However, even with the proper information and education, many students still feel strongly that a Klan rally and burning cross looming over their classes seriously impedes their learning. For some of our students, the burning cross is a symbol of terror that has haunted their families for generations. For others, the robed Klansman has figured in personal family or community tragedies and anguish. These reactions are absolutely reasonable on their face, and as Charlottesville shows, they are not ancient history. They have to be reckoned with, but it is far from clear that the reckoning should be an inevitable part of a class in finite mathematics, macroeconomics, organic chemistry, or gross anatomy and physiology—all classes taught regularly in this space—particularly since the burden of that reckoning inevitably falls more heavily on students whose race or religion have made their families the historical targets of the Klan.
Every few years, since at least the 1980s, the campus has grappled with the presence of the Benton Murals in Woodburn. We are entrusted with the preservation of this important work of art, yet we must also do everything possible to promote a civil and inclusive campus that provides equal opportunity for all to learn. What to do?
This question becomes especially urgent whenever events such as the march of white supremacist groups in Charlottesville and the current national debate over Confederate monuments occur. These broader conversations become deeply local, and we must come to a decision as a community on how to handle public art and memory as it pertains to the Benton Murals on our campus. On at least eight occasions since the 1980s, diverse committees of faculty, students, and staff have considered the issues raised by the controversial panel. Our campus has held town halls, symposia, and conferences to discuss the panel and its impact, including just this week a faculty-led discussion organized by PACE on “Art, Public Memory & Racial Justice.” Such efforts have consistently led to the conclusion that we need to do what Indiana University does best: educate. We have called on our community to educate through discussions of history, art history, African American and African Diaspora Studies, American Studies, and every discipline that touches on how a controversial and anti-racist piece of art should be contextualized and understood.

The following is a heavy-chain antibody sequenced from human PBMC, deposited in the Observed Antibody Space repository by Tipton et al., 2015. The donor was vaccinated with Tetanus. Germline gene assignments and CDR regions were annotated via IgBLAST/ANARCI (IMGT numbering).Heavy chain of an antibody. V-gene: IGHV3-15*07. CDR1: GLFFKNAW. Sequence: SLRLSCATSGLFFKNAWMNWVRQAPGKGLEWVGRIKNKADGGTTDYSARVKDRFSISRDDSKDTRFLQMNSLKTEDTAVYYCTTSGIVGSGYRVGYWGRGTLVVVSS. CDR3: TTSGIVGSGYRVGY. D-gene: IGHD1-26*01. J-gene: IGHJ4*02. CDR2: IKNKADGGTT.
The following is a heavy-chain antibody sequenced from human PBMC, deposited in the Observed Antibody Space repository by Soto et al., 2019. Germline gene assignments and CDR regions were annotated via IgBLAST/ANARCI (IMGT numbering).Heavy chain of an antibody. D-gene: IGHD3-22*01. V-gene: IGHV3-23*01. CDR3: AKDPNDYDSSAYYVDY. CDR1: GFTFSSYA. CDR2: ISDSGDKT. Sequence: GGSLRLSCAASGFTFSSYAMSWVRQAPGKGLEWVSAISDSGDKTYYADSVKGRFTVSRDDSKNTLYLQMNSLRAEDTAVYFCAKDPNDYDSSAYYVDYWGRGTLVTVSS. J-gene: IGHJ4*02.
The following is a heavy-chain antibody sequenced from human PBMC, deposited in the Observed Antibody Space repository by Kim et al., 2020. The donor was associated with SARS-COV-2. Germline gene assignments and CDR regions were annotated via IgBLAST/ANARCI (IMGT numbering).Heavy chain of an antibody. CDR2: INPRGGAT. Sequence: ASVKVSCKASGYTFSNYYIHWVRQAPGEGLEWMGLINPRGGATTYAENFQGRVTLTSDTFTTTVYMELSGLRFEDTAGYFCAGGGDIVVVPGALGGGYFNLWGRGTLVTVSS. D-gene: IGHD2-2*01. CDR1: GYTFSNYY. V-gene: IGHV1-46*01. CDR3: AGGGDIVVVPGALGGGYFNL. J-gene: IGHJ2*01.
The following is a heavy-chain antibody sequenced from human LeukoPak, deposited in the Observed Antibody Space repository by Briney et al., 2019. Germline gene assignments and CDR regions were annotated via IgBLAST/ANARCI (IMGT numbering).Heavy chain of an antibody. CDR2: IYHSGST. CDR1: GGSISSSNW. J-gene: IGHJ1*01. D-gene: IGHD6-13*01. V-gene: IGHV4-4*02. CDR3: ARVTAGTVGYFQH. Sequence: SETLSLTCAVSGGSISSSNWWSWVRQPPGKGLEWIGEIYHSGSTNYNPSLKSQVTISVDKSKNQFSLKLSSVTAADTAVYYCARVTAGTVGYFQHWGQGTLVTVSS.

I agree that the proper response to the Benton Murals is education, and I have been the beneficiary of a review of the work of all of these previous efforts. However, most committees have concluded that this education needs to be done in every class taught in Woodburn 100. As a result, well-intentioned efforts to require ameliorating discussion of the murals there have foundered, and ultimately been abandoned, multiple times. Instructors without appropriate academic backgrounds feel unprepared for the discussion that should surround such a sensitive set of issues, and unhappy to be taking class time for discussions that have nothing to do with the subject of the class and everything to do with the room it is in. Students are captive audiences in Woodburn 100, and those with repeated classes there resent the repeated discussions related to the classroom art, as opposed to the subject-matter of their classes.